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Teaching Kids To Be Savers


Sammy“Pay yourself first” is one of alumnus Sam Renick’s mantras. Renick has been a dedicated-money saver since graduating from Loyola Marymount University with a business degree. About 10 years ago, his passion for saving inspired him to start The It’s a Habit! Company, a business aimed at teaching kids about financial responsibility.

Renick, a former financial advisor, says that the biggest challenge to financial education is making it engaging to kids. Simple messages are the hallmark of his company. Messages like “From every dollar, save a dime” and “Saving is a great habit” are repeated throughout It’s a Habit publications, recordings and Web site (www.itsahabit.com). 

At the center of It’s a Habit is an engaging, friendly figure named Sammy the Rabbit. Sammy, the main character in Renick’s children’s books, makes appearances at schools around the country to talk about smart money habits. Renick says he intuitively knew that having a lovable character would help establish a connection with school-age children and help open their minds to strategic educational messaging.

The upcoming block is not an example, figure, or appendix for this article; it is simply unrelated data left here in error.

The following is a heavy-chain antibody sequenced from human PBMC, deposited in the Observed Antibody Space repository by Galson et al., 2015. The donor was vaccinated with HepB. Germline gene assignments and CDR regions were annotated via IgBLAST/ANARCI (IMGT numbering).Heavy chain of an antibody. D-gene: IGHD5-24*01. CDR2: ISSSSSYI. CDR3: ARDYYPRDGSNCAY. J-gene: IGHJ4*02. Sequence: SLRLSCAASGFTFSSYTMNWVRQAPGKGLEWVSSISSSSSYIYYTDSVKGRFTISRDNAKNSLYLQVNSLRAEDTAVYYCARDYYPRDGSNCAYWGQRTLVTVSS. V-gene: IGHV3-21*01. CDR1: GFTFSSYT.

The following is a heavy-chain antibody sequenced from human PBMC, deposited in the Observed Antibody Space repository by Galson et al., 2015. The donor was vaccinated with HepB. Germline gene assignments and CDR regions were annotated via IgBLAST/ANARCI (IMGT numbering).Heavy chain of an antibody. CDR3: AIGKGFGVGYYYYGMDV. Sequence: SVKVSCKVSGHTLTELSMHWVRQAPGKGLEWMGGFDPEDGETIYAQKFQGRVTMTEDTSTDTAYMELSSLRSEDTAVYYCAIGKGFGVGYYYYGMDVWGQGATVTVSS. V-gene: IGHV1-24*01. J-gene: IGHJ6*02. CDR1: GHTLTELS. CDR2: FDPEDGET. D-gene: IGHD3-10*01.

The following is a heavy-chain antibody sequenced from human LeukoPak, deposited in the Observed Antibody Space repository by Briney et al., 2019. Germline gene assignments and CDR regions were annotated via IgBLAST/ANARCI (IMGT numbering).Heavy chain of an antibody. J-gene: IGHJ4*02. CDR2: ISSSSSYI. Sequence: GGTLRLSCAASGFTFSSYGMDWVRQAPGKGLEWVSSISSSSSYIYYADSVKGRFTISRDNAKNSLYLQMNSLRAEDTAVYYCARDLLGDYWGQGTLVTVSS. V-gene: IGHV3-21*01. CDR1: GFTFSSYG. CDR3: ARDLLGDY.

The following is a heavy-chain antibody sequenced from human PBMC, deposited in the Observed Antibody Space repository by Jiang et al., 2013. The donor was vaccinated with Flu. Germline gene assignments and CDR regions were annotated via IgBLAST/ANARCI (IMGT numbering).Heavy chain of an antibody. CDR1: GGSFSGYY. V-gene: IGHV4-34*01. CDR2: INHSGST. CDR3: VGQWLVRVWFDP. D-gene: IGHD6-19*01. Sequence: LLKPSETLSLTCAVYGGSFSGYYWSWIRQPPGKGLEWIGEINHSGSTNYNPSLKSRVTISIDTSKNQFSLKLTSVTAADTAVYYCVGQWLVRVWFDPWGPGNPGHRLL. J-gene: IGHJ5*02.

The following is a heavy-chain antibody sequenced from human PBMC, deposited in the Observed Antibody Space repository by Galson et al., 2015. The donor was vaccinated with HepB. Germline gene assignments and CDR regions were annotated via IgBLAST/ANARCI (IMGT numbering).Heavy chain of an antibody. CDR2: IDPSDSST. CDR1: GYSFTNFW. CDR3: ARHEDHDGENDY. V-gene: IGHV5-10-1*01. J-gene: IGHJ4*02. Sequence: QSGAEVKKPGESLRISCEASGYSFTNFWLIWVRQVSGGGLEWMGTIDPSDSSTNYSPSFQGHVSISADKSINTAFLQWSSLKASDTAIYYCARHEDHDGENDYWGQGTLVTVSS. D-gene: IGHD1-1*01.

The company’s message is especially timely in the current economic climate. Renick stresses that children are more likely to make wise financial choices as adults if they learn to save when they are young. “Kids are under attack [by advertising] from birth,” Renick says. “They feel that money is only for spending. We share with them that saving is another choice.”

The It’s a Habit Company represents Renick’s third career, and he says he has learned many lessons through the process of founding a company. Despite his great deal of passion for the work, he understands that the bottom line is “No money, no mission.” A couple of years after founding the company, Renick realized that he needed help with marketing and funding. He reached out to Fred Kiesner, his former professor in the Entrepreneurship Program at LMU. Renick’s undergraduate project in Kiesner’s class was to write a business plan for a small local business. So he asked Kiesner for help with his own business: a student who could write a small business plan for The It’s a Habit Company. Kiesner sent a student, Mark Celio, a “PR machine” who was “tremendously enthusiastic,” Renick recalls. Celio eventually became a share holder and worked with the company for several years. “It’s been inspiring for me, as a graduate, to get so much support from the university,” Renick says.

Renick says he is honored by his induction to the Entrepreneur Wall of Fame. “It makes you feel your work is making a difference,” he says.